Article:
Art, Identity, Migration
I look around me and I see load of people – there are hundreds of them.
Where am I? Did I get lost in the centre of London? No.
I look at all those figures more carefully: there are old and young couples, children, families, beautiful girls, workers and aristocrats – and they seem to come from different nationalities and cultures. I can see a young woman in an elegant evening dress, and another one with a sari, a gypsy with earrings, Khirgiz girl, a Jewish girl…
Are they strangers? Not really. I know the names of most of them: I recognise Ariela, David, Michael, Julia, Jake, Lord Balfour, Dorothy Stone, Mrs Herbert Cohen, Leopold Gottlieb and many others.
Where am I? I’m looking at the 250 portraits in the Ben Uri Collection. Although temporarily stored in a warehouse in London, while the Ben Uri team are trying to find the perfect place where they could be permanently exhibited (together with more than 1,000 other paintings), they fascinate any observer and remind us of the existence of many people that would otherwise probably have been forgotten.
Even though I have studied History of Art for three years at university, I must say that I had never learned to appreciate portraits for anything else outside their historical relevance before. Sometimes, I could praise the incredible skills of the painter, but all in all, every portrait showed to me a figure in a perfectly calculated pose, most of the time looking directly to the artist or reading a book.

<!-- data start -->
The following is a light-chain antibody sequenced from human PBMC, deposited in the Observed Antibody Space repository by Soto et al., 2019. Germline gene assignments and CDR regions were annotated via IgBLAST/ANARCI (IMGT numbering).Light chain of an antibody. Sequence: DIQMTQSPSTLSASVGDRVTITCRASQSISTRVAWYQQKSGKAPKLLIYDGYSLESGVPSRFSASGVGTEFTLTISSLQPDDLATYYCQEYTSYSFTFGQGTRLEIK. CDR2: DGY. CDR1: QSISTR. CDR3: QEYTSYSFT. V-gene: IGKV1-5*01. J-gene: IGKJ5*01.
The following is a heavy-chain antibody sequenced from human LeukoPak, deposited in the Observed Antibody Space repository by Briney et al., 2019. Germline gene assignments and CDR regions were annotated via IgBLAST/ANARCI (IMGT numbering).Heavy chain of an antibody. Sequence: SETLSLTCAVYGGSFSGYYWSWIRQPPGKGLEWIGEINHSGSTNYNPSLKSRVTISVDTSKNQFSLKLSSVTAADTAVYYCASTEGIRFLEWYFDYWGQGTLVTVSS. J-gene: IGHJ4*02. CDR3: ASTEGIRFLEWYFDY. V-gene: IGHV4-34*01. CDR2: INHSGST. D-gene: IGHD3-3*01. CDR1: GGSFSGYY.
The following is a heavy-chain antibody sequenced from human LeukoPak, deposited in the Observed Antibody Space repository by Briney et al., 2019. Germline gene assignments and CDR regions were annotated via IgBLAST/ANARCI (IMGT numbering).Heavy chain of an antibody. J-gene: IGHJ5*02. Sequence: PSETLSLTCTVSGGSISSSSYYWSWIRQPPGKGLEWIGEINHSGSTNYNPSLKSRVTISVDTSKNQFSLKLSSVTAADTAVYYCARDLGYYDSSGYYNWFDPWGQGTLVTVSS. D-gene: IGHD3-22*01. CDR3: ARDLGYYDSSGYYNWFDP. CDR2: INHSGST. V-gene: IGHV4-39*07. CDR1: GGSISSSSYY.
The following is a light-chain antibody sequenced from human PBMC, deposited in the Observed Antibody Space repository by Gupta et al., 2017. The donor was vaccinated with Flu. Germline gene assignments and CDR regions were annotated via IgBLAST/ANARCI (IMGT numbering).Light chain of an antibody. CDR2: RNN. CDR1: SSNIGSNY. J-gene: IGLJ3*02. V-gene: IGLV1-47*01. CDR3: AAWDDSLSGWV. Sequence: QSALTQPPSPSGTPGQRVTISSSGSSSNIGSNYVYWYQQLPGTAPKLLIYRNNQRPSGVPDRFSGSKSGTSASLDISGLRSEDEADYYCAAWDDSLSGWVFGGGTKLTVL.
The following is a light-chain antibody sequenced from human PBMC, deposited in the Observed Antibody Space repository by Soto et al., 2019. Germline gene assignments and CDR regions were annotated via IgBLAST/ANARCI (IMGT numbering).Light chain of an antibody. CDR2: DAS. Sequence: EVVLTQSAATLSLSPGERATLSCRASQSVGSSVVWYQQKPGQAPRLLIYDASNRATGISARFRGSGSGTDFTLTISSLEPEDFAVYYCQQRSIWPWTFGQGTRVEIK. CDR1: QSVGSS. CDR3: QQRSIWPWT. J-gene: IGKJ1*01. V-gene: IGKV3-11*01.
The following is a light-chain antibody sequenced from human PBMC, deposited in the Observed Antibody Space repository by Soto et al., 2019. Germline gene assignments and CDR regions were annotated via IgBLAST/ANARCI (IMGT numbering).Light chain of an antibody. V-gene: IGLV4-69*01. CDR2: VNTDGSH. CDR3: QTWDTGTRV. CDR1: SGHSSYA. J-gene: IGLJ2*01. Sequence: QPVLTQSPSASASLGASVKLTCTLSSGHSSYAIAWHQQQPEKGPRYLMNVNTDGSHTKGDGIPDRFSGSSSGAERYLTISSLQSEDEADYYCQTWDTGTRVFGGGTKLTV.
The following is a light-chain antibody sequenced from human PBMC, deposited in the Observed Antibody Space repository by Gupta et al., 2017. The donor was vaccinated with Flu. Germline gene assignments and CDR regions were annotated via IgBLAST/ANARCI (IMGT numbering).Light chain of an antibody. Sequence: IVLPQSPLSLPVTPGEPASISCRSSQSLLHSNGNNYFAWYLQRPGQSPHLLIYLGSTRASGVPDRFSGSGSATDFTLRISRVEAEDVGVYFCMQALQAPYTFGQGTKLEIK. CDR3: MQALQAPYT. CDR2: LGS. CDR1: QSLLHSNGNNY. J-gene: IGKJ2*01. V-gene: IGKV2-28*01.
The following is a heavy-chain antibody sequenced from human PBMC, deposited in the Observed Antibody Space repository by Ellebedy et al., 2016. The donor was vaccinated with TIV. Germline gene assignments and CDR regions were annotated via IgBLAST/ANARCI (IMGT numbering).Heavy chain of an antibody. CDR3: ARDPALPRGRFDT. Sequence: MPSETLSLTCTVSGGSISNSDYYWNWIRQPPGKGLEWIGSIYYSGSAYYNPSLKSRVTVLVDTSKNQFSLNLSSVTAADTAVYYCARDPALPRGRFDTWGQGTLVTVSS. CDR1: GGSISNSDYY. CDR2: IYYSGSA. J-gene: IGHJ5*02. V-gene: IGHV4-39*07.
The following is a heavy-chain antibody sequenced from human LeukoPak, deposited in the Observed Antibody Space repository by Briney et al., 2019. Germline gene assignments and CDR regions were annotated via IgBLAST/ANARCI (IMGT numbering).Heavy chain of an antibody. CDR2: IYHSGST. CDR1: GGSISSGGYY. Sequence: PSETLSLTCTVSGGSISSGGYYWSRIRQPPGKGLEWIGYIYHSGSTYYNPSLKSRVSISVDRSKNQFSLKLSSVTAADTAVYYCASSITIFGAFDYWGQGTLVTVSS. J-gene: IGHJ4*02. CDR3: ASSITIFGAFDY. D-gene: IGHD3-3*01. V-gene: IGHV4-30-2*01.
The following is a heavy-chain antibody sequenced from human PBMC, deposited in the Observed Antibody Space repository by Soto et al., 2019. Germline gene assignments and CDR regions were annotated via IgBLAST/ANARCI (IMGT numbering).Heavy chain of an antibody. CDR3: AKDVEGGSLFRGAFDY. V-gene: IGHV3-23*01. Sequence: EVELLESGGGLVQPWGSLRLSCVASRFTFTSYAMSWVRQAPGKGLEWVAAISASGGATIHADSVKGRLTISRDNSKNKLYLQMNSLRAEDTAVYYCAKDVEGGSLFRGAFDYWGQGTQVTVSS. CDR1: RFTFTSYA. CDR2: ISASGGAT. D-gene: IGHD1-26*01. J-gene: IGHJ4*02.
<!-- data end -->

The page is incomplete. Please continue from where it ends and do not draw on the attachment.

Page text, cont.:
I came across the portraits in the Ben Uri Collection working as a social media intern here, uploading hundreds of pictures onto the gallery’s website. In particular, I could mention Jacob Kramer’s Woman Knitting, Abel Pann’s Portrait of a Kirghiz Girl, Solomon’s The Field (picturing the artist’s daughter on a pony) and Joseph Ross’s Portrait of Lord Albermarle – four portraits showing different styles (realism, sketch, caricature), techniques (coloured pencil, pen, pastels, lithograph, oil), colour palettes, sizes and supports (paper, canvas). But what caught my eye most is the wide range of activities and the different clothes the figures are wearing that show their complementary lifestyles and wealth. Kramer’s woman is knitting, and her clothes are very modest, therefore we can suppose that she has been a worker her entire life; the Kirghiz girl exhibits the signs of another culture; the young girl on a pony wears an elegant red coat and looks down quite confidently from her pony’s back, so we can imagine her belonging to a wealthy family. As for Lord Albermarle’s portrait, smoking a cigarette, I would have said from his clothes that he was either a rich or a business man (or even both).
I found out that portraits can be much more than the passive representation of a boring figure: to me they’re intriguing because they can picture the naked truth as well as manipulating the reality in the way the customer wanted, by showing a false power and confidence, for example. When I look at a portrait now, I don’t see just a figure, but an entire (secret) personal story behind it.
By Sabina Lutiger
Cover painting is ‘Old Woman Knitting’ by Jacob Krammer
If you would like to see more of the Ben Uri Gallery collection visit us at http://www.benuri.org.uk/public/?collection